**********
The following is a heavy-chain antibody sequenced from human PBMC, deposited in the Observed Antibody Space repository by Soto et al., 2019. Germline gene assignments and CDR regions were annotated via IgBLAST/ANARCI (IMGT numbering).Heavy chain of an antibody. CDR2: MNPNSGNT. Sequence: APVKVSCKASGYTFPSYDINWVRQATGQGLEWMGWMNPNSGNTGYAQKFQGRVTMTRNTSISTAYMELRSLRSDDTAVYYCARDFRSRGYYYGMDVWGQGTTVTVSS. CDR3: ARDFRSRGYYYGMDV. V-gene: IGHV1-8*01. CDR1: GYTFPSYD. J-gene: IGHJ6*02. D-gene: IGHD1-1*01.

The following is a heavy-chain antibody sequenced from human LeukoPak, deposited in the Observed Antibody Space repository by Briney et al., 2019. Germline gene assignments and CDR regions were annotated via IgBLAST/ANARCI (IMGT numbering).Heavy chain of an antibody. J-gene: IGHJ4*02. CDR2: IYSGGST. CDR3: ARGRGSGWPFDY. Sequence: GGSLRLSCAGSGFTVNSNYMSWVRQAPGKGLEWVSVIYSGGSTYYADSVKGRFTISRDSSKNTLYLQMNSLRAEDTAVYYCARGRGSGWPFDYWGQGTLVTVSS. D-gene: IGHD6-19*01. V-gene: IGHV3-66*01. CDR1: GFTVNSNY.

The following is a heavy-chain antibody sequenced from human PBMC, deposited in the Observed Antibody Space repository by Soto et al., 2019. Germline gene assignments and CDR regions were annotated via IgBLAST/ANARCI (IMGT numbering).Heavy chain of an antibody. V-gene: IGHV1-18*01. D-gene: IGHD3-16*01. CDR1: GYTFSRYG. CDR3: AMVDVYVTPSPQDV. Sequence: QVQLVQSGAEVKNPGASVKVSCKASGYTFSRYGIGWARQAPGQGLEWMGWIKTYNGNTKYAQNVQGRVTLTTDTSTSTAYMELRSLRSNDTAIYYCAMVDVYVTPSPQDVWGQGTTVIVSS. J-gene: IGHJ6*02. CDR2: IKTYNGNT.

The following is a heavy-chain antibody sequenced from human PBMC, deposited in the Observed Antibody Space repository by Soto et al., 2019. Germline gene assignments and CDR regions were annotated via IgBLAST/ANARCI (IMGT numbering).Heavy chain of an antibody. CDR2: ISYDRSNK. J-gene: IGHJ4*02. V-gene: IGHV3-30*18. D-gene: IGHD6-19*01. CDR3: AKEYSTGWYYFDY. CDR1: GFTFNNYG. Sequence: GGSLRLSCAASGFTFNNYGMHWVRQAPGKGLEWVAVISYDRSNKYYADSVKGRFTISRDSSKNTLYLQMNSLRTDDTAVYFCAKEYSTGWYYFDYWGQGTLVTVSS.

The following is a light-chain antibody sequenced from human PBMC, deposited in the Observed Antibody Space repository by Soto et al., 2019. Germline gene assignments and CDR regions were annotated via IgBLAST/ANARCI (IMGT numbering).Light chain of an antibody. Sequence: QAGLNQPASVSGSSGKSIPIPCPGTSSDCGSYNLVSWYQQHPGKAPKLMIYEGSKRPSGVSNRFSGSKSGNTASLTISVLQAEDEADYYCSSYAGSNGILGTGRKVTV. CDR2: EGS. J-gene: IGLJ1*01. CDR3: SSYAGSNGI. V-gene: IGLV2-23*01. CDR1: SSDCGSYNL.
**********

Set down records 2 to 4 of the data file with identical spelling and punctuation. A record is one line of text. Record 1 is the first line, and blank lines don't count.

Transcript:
The following is a heavy-chain antibody sequenced from human LeukoPak, deposited in the Observed Antibody Space repository by Briney et al., 2019. Germline gene assignments and CDR regions were annotated via IgBLAST/ANARCI (IMGT numbering).Heavy chain of an antibody. J-gene: IGHJ4*02. CDR2: IYSGGST. CDR3: ARGRGSGWPFDY. Sequence: GGSLRLSCAGSGFTVNSNYMSWVRQAPGKGLEWVSVIYSGGSTYYADSVKGRFTISRDSSKNTLYLQMNSLRAEDTAVYYCARGRGSGWPFDYWGQGTLVTVSS. D-gene: IGHD6-19*01. V-gene: IGHV3-66*01. CDR1: GFTVNSNY.

The following is a heavy-chain antibody sequenced from human PBMC, deposited in the Observed Antibody Space repository by Soto et al., 2019. Germline gene assignments and CDR regions were annotated via IgBLAST/ANARCI (IMGT numbering).Heavy chain of an antibody. V-gene: IGHV1-18*01. D-gene: IGHD3-16*01. CDR1: GYTFSRYG. CDR3: AMVDVYVTPSPQDV. Sequence: QVQLVQSGAEVKNPGASVKVSCKASGYTFSRYGIGWARQAPGQGLEWMGWIKTYNGNTKYAQNVQGRVTLTTDTSTSTAYMELRSLRSNDTAIYYCAMVDVYVTPSPQDVWGQGTTVIVSS. J-gene: IGHJ6*02. CDR2: IKTYNGNT.

The following is a heavy-chain antibody sequenced from human PBMC, deposited in the Observed Antibody Space repository by Soto et al., 2019. Germline gene assignments and CDR regions were annotated via IgBLAST/ANARCI (IMGT numbering).Heavy chain of an antibody. CDR2: ISYDRSNK. J-gene: IGHJ4*02. V-gene: IGHV3-30*18. D-gene: IGHD6-19*01. CDR3: AKEYSTGWYYFDY. CDR1: GFTFNNYG. Sequence: GGSLRLSCAASGFTFNNYGMHWVRQAPGKGLEWVAVISYDRSNKYYADSVKGRFTISRDSSKNTLYLQMNSLRTDDTAVYFCAKEYSTGWYYFDYWGQGTLVTVSS.